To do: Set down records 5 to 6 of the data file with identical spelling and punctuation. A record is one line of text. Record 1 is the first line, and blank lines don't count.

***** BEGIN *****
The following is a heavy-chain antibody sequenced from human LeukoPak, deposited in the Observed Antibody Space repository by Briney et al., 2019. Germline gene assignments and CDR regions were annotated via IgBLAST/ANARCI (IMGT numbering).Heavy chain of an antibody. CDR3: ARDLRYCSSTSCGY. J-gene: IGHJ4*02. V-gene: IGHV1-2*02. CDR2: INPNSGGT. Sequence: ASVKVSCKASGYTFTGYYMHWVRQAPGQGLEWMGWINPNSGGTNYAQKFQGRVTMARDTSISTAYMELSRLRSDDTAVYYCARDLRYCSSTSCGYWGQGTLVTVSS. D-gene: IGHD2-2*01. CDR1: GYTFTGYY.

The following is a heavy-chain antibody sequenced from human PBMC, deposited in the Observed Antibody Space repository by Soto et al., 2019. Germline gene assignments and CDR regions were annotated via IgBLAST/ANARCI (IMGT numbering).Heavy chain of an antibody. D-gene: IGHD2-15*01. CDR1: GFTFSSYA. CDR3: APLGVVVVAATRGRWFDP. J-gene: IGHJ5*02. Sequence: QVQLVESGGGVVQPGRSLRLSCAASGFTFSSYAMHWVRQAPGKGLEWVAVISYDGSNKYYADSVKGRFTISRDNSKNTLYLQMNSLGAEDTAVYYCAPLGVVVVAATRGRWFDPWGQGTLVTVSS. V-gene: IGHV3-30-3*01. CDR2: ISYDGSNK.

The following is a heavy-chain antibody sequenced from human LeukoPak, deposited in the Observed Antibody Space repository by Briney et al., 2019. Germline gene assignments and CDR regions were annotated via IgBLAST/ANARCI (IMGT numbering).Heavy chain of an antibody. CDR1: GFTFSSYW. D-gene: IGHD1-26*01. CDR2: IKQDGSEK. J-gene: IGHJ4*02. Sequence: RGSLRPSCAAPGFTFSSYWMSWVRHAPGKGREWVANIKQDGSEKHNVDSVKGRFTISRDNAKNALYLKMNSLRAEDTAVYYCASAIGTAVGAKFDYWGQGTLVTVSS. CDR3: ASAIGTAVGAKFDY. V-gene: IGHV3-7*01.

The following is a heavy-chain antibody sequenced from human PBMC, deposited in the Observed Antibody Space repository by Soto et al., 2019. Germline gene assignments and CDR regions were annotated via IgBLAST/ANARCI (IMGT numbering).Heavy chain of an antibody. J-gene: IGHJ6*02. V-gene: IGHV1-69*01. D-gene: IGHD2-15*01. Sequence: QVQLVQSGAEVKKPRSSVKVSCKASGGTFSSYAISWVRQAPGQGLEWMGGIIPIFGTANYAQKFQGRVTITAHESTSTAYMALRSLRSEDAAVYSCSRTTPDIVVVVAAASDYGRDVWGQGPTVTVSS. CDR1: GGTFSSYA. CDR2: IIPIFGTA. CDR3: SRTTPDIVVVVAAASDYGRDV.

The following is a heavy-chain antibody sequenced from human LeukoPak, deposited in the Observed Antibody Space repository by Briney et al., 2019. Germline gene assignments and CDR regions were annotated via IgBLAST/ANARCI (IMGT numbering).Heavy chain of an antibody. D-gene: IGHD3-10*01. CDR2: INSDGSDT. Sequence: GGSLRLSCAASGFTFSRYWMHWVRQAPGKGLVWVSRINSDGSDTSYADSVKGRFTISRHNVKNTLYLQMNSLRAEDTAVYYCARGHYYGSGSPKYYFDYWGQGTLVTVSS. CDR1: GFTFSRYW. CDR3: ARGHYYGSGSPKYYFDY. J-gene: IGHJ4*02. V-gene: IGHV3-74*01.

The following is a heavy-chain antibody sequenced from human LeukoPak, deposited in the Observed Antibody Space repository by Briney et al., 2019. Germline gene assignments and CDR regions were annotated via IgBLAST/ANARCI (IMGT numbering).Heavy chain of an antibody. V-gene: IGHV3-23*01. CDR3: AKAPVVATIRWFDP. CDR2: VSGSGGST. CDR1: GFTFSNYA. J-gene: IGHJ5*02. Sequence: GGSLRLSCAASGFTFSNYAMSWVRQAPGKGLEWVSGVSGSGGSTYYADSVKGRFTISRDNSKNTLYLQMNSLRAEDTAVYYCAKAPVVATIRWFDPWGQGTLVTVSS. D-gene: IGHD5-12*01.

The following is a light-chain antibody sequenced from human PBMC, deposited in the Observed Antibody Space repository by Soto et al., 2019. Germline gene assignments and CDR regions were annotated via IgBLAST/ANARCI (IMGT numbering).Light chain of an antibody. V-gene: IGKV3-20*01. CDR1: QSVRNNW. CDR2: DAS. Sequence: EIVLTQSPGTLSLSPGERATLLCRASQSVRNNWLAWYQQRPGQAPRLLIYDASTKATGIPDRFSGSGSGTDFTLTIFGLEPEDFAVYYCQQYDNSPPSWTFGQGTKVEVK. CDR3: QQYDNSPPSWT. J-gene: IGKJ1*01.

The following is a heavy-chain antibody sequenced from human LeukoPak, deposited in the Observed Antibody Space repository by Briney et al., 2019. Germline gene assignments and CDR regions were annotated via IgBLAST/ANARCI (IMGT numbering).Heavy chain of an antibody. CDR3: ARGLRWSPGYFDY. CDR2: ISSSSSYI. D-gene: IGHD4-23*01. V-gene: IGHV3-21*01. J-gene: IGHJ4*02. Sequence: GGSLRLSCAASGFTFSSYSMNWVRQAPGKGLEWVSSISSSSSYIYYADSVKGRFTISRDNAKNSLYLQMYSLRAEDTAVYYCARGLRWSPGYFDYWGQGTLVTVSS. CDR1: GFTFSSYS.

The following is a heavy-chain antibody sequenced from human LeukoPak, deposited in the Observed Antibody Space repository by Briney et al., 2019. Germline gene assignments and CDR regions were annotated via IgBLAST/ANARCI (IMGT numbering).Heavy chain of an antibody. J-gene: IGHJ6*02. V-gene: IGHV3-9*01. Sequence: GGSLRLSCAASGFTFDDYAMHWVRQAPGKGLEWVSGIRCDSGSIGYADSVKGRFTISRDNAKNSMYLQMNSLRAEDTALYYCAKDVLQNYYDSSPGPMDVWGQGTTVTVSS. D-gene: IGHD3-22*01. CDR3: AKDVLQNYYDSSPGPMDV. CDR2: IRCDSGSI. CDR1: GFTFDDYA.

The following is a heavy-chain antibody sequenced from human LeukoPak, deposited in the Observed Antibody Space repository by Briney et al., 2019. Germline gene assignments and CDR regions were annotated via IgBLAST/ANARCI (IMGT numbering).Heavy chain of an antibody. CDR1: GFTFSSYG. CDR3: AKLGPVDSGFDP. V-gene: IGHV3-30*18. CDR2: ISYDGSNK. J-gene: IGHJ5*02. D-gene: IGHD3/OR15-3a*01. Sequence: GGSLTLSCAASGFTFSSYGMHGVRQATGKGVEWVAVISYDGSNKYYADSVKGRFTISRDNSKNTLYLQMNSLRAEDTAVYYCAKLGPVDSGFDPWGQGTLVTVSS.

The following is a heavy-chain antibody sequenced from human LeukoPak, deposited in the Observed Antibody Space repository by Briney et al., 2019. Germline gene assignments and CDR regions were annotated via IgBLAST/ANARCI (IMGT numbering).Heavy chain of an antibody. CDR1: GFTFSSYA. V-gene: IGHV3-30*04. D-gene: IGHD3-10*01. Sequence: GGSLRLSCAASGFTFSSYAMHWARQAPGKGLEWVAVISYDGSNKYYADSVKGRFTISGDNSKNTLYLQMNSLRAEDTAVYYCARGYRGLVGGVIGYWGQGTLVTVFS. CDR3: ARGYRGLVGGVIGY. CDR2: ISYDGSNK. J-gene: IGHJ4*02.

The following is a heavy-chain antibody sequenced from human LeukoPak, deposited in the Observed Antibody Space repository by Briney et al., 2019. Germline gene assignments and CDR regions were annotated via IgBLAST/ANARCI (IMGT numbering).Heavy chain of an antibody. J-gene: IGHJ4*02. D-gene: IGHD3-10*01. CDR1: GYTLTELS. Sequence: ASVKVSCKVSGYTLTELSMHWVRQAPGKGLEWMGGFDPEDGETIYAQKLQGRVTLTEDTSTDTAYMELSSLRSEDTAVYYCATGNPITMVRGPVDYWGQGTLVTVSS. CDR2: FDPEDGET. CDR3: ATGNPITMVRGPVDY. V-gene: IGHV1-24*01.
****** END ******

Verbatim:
The following is a heavy-chain antibody sequenced from human LeukoPak, deposited in the Observed Antibody Space repository by Briney et al., 2019. Germline gene assignments and CDR regions were annotated via IgBLAST/ANARCI (IMGT numbering).Heavy chain of an antibody. D-gene: IGHD3-10*01. CDR2: INSDGSDT. Sequence: GGSLRLSCAASGFTFSRYWMHWVRQAPGKGLVWVSRINSDGSDTSYADSVKGRFTISRHNVKNTLYLQMNSLRAEDTAVYYCARGHYYGSGSPKYYFDYWGQGTLVTVSS. CDR1: GFTFSRYW. CDR3: ARGHYYGSGSPKYYFDY. J-gene: IGHJ4*02. V-gene: IGHV3-74*01.

The following is a heavy-chain antibody sequenced from human LeukoPak, deposited in the Observed Antibody Space repository by Briney et al., 2019. Germline gene assignments and CDR regions were annotated via IgBLAST/ANARCI (IMGT numbering).Heavy chain of an antibody. V-gene: IGHV3-23*01. CDR3: AKAPVVATIRWFDP. CDR2: VSGSGGST. CDR1: GFTFSNYA. J-gene: IGHJ5*02. Sequence: GGSLRLSCAASGFTFSNYAMSWVRQAPGKGLEWVSGVSGSGGSTYYADSVKGRFTISRDNSKNTLYLQMNSLRAEDTAVYYCAKAPVVATIRWFDPWGQGTLVTVSS. D-gene: IGHD5-12*01.